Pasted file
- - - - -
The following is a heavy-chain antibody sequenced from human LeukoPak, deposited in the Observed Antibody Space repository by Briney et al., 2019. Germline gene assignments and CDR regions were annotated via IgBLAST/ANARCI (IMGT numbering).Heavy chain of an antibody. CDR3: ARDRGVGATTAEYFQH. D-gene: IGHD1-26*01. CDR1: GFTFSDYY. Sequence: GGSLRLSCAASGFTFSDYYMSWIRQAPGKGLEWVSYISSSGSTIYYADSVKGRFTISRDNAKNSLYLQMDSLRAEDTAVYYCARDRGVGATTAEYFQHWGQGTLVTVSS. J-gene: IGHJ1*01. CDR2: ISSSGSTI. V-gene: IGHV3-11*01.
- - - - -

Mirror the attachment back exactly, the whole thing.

The following is a heavy-chain antibody sequenced from human LeukoPak, deposited in the Observed Antibody Space repository by Briney et al., 2019. Germline gene assignments and CDR regions were annotated via IgBLAST/ANARCI (IMGT numbering).Heavy chain of an antibody. CDR3: ARDRGVGATTAEYFQH. D-gene: IGHD1-26*01. CDR1: GFTFSDYY. Sequence: GGSLRLSCAASGFTFSDYYMSWIRQAPGKGLEWVSYISSSGSTIYYADSVKGRFTISRDNAKNSLYLQMDSLRAEDTAVYYCARDRGVGATTAEYFQHWGQGTLVTVSS. J-gene: IGHJ1*01. CDR2: ISSSGSTI. V-gene: IGHV3-11*01.